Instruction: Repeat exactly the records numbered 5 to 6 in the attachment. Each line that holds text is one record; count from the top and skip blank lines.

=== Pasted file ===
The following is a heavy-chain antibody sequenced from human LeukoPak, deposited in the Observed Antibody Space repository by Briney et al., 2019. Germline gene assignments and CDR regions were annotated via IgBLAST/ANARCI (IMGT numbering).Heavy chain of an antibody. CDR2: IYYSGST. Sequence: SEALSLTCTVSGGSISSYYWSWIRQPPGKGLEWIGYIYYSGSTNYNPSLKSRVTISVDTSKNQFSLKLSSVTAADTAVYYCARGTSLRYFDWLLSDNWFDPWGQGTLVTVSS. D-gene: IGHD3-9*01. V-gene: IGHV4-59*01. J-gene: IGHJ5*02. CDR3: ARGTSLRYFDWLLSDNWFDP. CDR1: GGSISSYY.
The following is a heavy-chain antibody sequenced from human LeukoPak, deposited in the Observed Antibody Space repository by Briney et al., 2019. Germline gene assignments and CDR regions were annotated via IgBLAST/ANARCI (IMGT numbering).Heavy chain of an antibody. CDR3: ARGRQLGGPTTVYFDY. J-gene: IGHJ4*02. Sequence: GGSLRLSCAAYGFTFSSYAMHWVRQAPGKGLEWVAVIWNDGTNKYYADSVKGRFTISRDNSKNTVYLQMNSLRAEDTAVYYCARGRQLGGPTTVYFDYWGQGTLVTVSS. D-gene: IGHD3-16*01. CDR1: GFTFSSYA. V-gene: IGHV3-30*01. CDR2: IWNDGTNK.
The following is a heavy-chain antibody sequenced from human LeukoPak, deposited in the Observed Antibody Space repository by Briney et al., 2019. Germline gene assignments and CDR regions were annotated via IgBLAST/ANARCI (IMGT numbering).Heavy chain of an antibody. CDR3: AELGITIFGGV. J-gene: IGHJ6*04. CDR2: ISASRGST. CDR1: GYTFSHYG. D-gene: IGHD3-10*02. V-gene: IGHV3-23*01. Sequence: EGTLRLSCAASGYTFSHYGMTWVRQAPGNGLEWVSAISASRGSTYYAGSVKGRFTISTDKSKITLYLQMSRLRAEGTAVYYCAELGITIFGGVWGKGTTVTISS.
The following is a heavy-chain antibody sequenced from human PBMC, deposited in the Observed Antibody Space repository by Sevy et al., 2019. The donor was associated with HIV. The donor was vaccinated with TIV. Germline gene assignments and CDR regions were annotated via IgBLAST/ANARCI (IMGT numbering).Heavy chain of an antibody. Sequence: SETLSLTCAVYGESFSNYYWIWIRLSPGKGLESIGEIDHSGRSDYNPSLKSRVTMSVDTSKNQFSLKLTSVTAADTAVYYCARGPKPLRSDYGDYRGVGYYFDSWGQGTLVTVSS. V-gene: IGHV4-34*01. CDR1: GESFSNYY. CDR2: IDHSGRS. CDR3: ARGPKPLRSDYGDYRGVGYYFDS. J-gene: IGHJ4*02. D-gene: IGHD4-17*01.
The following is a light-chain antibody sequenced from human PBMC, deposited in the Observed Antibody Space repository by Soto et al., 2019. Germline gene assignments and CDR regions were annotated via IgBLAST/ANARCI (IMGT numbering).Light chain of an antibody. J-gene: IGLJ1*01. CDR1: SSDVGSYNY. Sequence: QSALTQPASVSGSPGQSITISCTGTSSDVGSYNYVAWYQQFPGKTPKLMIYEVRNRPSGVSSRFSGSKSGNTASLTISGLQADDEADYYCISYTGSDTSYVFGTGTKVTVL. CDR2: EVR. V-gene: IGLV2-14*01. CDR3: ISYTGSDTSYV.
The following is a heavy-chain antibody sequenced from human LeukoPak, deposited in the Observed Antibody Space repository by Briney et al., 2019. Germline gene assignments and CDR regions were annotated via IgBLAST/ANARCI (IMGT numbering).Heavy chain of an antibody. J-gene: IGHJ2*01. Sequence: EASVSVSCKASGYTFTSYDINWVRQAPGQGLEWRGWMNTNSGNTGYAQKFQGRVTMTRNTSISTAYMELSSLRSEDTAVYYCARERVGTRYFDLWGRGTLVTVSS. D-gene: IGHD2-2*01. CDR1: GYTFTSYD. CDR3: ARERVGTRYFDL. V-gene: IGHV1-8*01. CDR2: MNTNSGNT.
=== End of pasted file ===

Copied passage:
The following is a light-chain antibody sequenced from human PBMC, deposited in the Observed Antibody Space repository by Soto et al., 2019. Germline gene assignments and CDR regions were annotated via IgBLAST/ANARCI (IMGT numbering).Light chain of an antibody. J-gene: IGLJ1*01. CDR1: SSDVGSYNY. Sequence: QSALTQPASVSGSPGQSITISCTGTSSDVGSYNYVAWYQQFPGKTPKLMIYEVRNRPSGVSSRFSGSKSGNTASLTISGLQADDEADYYCISYTGSDTSYVFGTGTKVTVL. CDR2: EVR. V-gene: IGLV2-14*01. CDR3: ISYTGSDTSYV.
The following is a heavy-chain antibody sequenced from human LeukoPak, deposited in the Observed Antibody Space repository by Briney et al., 2019. Germline gene assignments and CDR regions were annotated via IgBLAST/ANARCI (IMGT numbering).Heavy chain of an antibody. J-gene: IGHJ2*01. Sequence: EASVSVSCKASGYTFTSYDINWVRQAPGQGLEWRGWMNTNSGNTGYAQKFQGRVTMTRNTSISTAYMELSSLRSEDTAVYYCARERVGTRYFDLWGRGTLVTVSS. D-gene: IGHD2-2*01. CDR1: GYTFTSYD. CDR3: ARERVGTRYFDL. V-gene: IGHV1-8*01. CDR2: MNTNSGNT.